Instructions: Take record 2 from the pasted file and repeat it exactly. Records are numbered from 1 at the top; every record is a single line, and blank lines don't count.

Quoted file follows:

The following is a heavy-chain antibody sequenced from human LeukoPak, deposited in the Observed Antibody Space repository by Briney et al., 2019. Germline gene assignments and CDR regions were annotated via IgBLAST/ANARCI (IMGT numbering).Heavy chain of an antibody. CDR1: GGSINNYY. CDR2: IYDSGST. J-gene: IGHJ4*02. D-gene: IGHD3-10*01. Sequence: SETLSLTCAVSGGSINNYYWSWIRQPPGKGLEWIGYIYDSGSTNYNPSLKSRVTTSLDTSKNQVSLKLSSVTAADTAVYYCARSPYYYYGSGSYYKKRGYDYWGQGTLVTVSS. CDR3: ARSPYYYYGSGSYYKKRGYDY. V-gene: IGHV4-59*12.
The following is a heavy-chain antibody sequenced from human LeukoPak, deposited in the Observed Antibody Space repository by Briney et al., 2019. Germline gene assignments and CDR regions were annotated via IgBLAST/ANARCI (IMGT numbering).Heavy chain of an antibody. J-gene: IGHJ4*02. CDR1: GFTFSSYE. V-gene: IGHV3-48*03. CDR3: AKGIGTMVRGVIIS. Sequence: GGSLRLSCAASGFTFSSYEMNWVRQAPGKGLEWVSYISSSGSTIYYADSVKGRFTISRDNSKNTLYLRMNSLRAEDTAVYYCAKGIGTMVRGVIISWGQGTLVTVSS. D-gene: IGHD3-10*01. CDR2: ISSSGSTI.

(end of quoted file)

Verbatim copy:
The following is a heavy-chain antibody sequenced from human LeukoPak, deposited in the Observed Antibody Space repository by Briney et al., 2019. Germline gene assignments and CDR regions were annotated via IgBLAST/ANARCI (IMGT numbering).Heavy chain of an antibody. J-gene: IGHJ4*02. CDR1: GFTFSSYE. V-gene: IGHV3-48*03. CDR3: AKGIGTMVRGVIIS. Sequence: GGSLRLSCAASGFTFSSYEMNWVRQAPGKGLEWVSYISSSGSTIYYADSVKGRFTISRDNSKNTLYLRMNSLRAEDTAVYYCAKGIGTMVRGVIISWGQGTLVTVSS. D-gene: IGHD3-10*01. CDR2: ISSSGSTI.